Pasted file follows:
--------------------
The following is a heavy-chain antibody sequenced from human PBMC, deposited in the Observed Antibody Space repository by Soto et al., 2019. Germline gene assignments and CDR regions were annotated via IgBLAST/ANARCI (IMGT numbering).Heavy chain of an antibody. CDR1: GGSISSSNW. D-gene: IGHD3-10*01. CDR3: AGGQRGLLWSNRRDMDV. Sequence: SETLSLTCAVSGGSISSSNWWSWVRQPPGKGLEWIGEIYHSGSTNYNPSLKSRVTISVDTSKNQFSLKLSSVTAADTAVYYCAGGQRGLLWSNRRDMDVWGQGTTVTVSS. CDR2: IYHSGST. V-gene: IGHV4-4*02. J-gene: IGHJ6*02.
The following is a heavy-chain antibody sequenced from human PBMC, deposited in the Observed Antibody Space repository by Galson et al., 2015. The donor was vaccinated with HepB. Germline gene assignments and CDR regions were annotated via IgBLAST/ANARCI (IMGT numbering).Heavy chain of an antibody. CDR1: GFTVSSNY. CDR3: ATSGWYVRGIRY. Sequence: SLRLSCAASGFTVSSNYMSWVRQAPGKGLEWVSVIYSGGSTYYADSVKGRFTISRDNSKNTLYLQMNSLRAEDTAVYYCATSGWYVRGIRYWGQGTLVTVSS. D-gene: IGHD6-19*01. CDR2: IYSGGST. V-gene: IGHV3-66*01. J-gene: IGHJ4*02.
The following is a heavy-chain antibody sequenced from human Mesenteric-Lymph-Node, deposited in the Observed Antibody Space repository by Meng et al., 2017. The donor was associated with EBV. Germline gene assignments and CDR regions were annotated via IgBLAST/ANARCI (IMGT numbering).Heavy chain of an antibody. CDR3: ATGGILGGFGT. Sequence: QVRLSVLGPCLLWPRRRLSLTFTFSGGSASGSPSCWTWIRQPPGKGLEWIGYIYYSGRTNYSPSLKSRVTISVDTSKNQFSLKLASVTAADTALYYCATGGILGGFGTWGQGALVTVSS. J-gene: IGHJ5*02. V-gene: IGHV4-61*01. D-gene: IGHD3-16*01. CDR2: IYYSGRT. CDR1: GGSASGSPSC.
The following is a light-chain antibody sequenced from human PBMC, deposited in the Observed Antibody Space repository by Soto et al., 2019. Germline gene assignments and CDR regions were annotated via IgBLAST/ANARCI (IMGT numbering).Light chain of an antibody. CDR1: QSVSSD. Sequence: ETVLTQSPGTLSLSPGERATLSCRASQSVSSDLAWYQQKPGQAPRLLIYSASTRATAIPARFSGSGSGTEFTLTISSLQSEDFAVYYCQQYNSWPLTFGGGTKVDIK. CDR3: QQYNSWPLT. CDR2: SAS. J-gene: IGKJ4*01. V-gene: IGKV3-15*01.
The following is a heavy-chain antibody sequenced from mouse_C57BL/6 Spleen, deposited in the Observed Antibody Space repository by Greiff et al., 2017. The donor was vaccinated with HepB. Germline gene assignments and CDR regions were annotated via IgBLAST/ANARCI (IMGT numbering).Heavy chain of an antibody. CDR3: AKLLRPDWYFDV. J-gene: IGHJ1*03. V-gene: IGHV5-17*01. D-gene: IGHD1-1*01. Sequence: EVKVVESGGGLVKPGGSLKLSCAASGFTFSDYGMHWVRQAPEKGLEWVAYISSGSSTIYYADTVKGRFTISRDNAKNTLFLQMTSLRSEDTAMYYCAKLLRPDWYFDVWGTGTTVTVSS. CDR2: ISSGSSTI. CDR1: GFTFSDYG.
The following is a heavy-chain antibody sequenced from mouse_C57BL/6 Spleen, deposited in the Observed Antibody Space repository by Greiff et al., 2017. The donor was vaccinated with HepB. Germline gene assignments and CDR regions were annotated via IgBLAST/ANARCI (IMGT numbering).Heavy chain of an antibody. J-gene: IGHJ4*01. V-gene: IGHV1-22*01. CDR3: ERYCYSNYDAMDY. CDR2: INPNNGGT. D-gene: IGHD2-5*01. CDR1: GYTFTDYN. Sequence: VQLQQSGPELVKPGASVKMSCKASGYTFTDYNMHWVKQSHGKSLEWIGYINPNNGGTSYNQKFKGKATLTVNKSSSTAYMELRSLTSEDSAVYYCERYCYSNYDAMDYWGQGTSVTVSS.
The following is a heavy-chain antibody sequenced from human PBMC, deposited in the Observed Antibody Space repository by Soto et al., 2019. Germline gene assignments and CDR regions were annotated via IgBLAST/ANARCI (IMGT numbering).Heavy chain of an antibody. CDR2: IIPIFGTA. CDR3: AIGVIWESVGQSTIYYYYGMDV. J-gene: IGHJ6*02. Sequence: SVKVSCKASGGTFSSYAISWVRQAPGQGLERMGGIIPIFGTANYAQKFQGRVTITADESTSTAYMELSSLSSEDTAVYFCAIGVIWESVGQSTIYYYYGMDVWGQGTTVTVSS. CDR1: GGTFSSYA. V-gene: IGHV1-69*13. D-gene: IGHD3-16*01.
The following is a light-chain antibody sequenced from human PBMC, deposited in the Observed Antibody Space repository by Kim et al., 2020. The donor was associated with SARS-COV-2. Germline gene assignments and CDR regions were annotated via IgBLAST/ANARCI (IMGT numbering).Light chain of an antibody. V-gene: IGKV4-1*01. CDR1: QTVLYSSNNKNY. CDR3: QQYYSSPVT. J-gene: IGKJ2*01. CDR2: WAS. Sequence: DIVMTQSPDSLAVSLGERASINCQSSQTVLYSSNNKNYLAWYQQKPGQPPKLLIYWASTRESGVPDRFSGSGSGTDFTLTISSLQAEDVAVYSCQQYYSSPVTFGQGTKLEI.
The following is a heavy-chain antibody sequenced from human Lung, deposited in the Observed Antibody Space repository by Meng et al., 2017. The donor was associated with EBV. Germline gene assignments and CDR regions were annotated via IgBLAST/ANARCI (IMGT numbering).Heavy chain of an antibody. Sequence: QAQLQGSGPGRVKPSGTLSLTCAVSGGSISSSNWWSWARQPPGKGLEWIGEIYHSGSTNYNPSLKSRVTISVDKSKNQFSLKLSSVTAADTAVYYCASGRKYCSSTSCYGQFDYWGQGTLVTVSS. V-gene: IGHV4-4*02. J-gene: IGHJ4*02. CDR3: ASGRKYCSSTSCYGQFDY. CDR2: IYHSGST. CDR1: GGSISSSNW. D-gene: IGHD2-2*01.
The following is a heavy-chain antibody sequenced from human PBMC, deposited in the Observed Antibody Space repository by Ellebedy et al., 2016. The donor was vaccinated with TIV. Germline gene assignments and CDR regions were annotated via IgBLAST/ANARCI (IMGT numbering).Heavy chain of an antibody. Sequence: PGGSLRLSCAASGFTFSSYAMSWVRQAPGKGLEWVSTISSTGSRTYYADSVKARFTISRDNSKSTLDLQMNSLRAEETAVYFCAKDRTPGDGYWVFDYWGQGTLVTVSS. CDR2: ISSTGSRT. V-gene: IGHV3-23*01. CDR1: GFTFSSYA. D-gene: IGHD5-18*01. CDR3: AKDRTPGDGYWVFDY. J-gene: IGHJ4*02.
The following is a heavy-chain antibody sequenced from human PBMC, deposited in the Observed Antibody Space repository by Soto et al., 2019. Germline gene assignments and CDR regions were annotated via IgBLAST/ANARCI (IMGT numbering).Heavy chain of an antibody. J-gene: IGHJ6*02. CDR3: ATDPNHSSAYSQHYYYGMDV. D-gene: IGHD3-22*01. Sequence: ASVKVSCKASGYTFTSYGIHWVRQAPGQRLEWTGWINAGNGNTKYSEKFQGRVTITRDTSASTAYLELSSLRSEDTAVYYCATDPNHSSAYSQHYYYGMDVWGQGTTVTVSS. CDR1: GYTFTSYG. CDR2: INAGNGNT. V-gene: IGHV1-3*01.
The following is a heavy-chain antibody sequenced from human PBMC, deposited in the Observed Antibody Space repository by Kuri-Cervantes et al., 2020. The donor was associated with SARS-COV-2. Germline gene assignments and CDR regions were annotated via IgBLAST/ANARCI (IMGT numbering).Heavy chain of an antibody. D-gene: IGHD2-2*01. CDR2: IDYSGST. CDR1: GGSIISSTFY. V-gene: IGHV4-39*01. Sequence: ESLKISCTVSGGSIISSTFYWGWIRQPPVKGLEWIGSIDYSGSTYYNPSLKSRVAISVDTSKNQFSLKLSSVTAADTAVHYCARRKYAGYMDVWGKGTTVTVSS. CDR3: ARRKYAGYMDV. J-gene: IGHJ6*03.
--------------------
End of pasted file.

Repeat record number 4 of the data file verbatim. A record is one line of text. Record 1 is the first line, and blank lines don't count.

The following is a light-chain antibody sequenced from human PBMC, deposited in the Observed Antibody Space repository by Soto et al., 2019. Germline gene assignments and CDR regions were annotated via IgBLAST/ANARCI (IMGT numbering).Light chain of an antibody. CDR1: QSVSSD. Sequence: ETVLTQSPGTLSLSPGERATLSCRASQSVSSDLAWYQQKPGQAPRLLIYSASTRATAIPARFSGSGSGTEFTLTISSLQSEDFAVYYCQQYNSWPLTFGGGTKVDIK. CDR3: QQYNSWPLT. CDR2: SAS. J-gene: IGKJ4*01. V-gene: IGKV3-15*01.